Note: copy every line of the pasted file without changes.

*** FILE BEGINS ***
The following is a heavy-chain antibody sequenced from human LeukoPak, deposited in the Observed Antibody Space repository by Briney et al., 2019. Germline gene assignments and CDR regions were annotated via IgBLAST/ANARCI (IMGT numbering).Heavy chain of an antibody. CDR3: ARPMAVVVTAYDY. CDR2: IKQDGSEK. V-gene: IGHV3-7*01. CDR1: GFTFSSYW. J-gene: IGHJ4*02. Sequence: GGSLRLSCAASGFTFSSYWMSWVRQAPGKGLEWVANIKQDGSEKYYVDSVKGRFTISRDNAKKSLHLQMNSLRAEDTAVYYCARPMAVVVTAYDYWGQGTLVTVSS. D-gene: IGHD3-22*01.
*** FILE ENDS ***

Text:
The following is a heavy-chain antibody sequenced from human LeukoPak, deposited in the Observed Antibody Space repository by Briney et al., 2019. Germline gene assignments and CDR regions were annotated via IgBLAST/ANARCI (IMGT numbering).Heavy chain of an antibody. CDR3: ARPMAVVVTAYDY. CDR2: IKQDGSEK. V-gene: IGHV3-7*01. CDR1: GFTFSSYW. J-gene: IGHJ4*02. Sequence: GGSLRLSCAASGFTFSSYWMSWVRQAPGKGLEWVANIKQDGSEKYYVDSVKGRFTISRDNAKKSLHLQMNSLRAEDTAVYYCARPMAVVVTAYDYWGQGTLVTVSS. D-gene: IGHD3-22*01.